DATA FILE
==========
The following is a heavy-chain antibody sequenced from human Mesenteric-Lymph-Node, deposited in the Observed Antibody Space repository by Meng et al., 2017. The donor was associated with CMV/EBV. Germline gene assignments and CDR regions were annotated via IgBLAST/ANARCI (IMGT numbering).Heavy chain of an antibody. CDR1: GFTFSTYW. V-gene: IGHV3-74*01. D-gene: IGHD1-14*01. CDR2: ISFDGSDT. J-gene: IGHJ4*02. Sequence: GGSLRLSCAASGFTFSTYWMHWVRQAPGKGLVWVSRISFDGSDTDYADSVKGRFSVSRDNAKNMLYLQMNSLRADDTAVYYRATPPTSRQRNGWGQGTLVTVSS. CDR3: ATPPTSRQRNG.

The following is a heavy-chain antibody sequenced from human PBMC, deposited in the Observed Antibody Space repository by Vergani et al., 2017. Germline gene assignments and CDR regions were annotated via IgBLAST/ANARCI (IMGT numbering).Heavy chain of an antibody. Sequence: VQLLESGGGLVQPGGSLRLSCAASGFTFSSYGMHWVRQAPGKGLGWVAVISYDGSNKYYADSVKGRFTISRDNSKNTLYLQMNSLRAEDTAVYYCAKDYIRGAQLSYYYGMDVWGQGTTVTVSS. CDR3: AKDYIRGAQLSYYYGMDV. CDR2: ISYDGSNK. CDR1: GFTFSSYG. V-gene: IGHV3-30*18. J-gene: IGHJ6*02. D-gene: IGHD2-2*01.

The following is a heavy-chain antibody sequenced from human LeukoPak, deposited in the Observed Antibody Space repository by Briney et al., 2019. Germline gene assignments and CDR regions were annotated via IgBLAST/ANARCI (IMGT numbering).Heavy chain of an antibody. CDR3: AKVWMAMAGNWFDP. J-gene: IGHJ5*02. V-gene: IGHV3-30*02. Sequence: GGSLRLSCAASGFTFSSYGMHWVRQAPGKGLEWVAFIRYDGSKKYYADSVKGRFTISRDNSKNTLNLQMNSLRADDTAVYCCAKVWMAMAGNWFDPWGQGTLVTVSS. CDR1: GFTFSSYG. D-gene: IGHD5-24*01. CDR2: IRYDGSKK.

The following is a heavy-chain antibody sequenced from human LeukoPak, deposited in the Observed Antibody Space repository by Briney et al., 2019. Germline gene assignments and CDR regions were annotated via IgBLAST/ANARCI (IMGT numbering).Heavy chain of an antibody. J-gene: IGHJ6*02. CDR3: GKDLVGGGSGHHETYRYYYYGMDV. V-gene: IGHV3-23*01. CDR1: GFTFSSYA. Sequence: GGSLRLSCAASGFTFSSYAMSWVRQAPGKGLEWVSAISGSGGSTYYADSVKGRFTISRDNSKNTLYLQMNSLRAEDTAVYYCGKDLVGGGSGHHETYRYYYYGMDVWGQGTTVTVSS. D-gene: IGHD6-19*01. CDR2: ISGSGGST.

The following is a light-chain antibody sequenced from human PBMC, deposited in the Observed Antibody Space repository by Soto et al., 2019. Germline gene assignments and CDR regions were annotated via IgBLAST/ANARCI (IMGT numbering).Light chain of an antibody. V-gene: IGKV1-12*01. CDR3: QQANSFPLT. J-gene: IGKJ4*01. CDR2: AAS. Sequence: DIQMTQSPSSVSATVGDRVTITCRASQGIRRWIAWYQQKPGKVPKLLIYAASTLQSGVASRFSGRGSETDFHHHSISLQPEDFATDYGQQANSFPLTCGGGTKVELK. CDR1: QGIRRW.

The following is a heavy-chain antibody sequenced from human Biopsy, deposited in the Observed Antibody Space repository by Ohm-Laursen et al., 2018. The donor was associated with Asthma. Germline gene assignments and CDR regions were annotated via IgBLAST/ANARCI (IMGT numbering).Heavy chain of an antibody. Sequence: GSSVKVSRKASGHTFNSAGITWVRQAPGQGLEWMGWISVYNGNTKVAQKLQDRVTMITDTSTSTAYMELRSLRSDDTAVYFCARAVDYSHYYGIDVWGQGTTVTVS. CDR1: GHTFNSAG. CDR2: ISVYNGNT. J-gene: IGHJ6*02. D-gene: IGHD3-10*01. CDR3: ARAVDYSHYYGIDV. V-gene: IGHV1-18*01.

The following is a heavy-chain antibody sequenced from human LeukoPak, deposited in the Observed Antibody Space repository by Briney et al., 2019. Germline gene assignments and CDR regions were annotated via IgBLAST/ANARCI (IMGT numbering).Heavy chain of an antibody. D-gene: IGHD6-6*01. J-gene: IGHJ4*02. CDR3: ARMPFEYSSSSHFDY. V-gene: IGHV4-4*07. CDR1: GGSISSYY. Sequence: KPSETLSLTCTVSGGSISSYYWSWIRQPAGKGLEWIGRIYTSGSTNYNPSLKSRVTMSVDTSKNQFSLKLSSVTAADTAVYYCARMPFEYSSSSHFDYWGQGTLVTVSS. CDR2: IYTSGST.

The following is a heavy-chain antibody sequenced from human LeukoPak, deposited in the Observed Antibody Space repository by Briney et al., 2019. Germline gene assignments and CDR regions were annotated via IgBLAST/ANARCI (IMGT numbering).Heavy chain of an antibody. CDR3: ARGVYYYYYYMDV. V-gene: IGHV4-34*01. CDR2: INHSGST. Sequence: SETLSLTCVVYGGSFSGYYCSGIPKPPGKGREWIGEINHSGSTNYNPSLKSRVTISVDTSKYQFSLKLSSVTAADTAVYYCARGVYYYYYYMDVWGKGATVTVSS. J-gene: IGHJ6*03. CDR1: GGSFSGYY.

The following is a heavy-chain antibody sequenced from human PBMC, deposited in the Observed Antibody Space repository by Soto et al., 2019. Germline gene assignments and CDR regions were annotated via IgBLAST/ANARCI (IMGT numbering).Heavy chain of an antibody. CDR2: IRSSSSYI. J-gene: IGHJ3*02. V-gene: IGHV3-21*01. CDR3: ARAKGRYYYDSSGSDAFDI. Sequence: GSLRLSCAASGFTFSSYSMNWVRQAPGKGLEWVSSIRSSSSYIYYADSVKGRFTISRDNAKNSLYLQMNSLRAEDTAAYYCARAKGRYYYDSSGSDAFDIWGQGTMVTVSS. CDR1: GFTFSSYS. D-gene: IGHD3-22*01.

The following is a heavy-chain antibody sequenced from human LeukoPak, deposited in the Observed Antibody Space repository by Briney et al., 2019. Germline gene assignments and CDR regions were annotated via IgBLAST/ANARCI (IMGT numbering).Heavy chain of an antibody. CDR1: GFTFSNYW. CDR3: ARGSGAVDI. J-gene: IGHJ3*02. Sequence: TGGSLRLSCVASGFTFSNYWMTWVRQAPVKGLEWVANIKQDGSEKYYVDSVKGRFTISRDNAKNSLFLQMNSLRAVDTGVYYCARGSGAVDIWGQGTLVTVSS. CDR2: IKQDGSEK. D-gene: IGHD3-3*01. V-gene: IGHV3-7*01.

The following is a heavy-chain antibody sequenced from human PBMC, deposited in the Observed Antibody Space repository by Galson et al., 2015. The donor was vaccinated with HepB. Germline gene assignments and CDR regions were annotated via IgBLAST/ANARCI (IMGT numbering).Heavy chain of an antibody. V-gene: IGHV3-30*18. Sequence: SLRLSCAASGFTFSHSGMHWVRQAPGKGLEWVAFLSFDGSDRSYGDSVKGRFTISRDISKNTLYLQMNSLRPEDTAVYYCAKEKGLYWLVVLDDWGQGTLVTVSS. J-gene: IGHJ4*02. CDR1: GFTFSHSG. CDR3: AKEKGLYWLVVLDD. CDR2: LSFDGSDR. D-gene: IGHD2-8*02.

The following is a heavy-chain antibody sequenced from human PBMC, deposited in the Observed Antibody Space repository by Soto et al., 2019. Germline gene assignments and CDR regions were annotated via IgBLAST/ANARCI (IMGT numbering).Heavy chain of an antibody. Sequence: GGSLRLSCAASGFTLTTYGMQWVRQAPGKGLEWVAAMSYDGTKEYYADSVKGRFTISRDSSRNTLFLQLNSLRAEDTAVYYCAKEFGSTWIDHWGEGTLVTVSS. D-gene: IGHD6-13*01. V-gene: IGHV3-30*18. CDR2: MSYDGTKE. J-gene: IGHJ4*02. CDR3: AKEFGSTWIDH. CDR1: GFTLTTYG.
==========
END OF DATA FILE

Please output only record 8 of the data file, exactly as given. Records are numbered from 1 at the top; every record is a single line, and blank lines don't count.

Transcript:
The following is a heavy-chain antibody sequenced from human LeukoPak, deposited in the Observed Antibody Space repository by Briney et al., 2019. Germline gene assignments and CDR regions were annotated via IgBLAST/ANARCI (IMGT numbering).Heavy chain of an antibody. CDR3: ARGVYYYYYYMDV. V-gene: IGHV4-34*01. CDR2: INHSGST. Sequence: SETLSLTCVVYGGSFSGYYCSGIPKPPGKGREWIGEINHSGSTNYNPSLKSRVTISVDTSKYQFSLKLSSVTAADTAVYYCARGVYYYYYYMDVWGKGATVTVSS. J-gene: IGHJ6*03. CDR1: GGSFSGYY.